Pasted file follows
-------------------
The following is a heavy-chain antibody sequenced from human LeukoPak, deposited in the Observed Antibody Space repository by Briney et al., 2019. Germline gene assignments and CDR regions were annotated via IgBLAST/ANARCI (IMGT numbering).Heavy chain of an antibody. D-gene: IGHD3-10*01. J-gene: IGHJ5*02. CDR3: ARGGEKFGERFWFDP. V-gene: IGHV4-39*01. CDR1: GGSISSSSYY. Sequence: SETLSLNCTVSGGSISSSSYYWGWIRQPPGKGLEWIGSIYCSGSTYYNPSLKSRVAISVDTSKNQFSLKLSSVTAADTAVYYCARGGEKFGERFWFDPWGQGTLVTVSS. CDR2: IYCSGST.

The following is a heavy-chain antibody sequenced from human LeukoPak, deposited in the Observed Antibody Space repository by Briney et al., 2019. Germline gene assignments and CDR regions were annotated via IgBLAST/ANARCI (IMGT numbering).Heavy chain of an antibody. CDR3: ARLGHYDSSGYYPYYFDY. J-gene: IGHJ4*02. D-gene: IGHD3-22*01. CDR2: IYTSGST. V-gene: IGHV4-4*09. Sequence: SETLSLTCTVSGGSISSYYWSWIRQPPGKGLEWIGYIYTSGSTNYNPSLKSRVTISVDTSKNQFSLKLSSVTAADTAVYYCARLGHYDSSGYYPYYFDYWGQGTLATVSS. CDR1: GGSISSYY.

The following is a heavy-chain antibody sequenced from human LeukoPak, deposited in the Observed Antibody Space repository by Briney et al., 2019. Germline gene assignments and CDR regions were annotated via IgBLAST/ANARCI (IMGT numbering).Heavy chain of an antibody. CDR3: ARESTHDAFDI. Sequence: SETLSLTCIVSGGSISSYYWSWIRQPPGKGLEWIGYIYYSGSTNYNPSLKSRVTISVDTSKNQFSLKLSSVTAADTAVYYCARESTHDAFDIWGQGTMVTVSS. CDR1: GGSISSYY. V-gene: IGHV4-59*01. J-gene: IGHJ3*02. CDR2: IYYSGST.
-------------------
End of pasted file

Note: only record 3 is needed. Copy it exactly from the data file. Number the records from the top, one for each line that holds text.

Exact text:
The following is a heavy-chain antibody sequenced from human LeukoPak, deposited in the Observed Antibody Space repository by Briney et al., 2019. Germline gene assignments and CDR regions were annotated via IgBLAST/ANARCI (IMGT numbering).Heavy chain of an antibody. CDR3: ARESTHDAFDI. Sequence: SETLSLTCIVSGGSISSYYWSWIRQPPGKGLEWIGYIYYSGSTNYNPSLKSRVTISVDTSKNQFSLKLSSVTAADTAVYYCARESTHDAFDIWGQGTMVTVSS. CDR1: GGSISSYY. V-gene: IGHV4-59*01. J-gene: IGHJ3*02. CDR2: IYYSGST.